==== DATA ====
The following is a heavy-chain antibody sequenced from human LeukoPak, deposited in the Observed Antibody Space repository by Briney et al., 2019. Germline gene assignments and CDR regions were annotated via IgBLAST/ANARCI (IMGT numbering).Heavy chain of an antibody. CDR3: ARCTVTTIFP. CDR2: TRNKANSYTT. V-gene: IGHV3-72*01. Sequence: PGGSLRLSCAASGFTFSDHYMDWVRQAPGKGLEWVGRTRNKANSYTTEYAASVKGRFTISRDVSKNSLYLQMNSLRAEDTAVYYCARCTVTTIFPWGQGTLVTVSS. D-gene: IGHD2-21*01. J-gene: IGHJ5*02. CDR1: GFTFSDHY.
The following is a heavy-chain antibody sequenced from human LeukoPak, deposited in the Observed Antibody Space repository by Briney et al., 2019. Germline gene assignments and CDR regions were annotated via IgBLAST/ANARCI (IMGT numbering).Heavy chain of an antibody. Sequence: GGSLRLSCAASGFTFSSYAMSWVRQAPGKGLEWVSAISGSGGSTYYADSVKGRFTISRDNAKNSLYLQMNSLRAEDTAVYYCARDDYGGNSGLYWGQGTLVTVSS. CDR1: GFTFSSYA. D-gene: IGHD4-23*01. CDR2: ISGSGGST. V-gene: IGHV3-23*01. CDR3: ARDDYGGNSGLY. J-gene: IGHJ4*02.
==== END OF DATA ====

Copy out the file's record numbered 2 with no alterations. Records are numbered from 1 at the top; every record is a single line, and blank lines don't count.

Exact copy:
The following is a heavy-chain antibody sequenced from human LeukoPak, deposited in the Observed Antibody Space repository by Briney et al., 2019. Germline gene assignments and CDR regions were annotated via IgBLAST/ANARCI (IMGT numbering).Heavy chain of an antibody. Sequence: GGSLRLSCAASGFTFSSYAMSWVRQAPGKGLEWVSAISGSGGSTYYADSVKGRFTISRDNAKNSLYLQMNSLRAEDTAVYYCARDDYGGNSGLYWGQGTLVTVSS. CDR1: GFTFSSYA. D-gene: IGHD4-23*01. CDR2: ISGSGGST. V-gene: IGHV3-23*01. CDR3: ARDDYGGNSGLY. J-gene: IGHJ4*02.